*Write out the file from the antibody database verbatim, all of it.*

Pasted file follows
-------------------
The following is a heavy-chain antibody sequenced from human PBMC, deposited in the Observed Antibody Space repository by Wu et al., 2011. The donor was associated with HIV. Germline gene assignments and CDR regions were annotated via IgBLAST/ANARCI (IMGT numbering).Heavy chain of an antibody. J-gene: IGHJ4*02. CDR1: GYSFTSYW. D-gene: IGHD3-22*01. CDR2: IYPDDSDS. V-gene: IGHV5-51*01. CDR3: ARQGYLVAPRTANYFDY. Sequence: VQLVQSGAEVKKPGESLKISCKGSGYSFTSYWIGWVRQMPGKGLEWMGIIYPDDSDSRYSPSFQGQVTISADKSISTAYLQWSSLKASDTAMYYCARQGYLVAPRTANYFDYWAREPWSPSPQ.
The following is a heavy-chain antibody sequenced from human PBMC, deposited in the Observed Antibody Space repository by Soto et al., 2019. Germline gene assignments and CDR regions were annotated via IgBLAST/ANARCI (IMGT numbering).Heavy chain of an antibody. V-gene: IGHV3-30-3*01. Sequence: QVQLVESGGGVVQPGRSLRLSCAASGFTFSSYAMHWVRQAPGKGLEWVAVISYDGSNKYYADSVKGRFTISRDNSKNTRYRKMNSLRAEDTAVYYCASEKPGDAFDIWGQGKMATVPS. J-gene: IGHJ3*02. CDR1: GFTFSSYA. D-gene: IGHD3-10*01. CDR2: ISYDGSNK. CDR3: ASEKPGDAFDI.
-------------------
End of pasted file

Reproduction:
The following is a heavy-chain antibody sequenced from human PBMC, deposited in the Observed Antibody Space repository by Wu et al., 2011. The donor was associated with HIV. Germline gene assignments and CDR regions were annotated via IgBLAST/ANARCI (IMGT numbering).Heavy chain of an antibody. J-gene: IGHJ4*02. CDR1: GYSFTSYW. D-gene: IGHD3-22*01. CDR2: IYPDDSDS. V-gene: IGHV5-51*01. CDR3: ARQGYLVAPRTANYFDY. Sequence: VQLVQSGAEVKKPGESLKISCKGSGYSFTSYWIGWVRQMPGKGLEWMGIIYPDDSDSRYSPSFQGQVTISADKSISTAYLQWSSLKASDTAMYYCARQGYLVAPRTANYFDYWAREPWSPSPQ.
The following is a heavy-chain antibody sequenced from human PBMC, deposited in the Observed Antibody Space repository by Soto et al., 2019. Germline gene assignments and CDR regions were annotated via IgBLAST/ANARCI (IMGT numbering).Heavy chain of an antibody. V-gene: IGHV3-30-3*01. Sequence: QVQLVESGGGVVQPGRSLRLSCAASGFTFSSYAMHWVRQAPGKGLEWVAVISYDGSNKYYADSVKGRFTISRDNSKNTRYRKMNSLRAEDTAVYYCASEKPGDAFDIWGQGKMATVPS. J-gene: IGHJ3*02. CDR1: GFTFSSYA. D-gene: IGHD3-10*01. CDR2: ISYDGSNK. CDR3: ASEKPGDAFDI.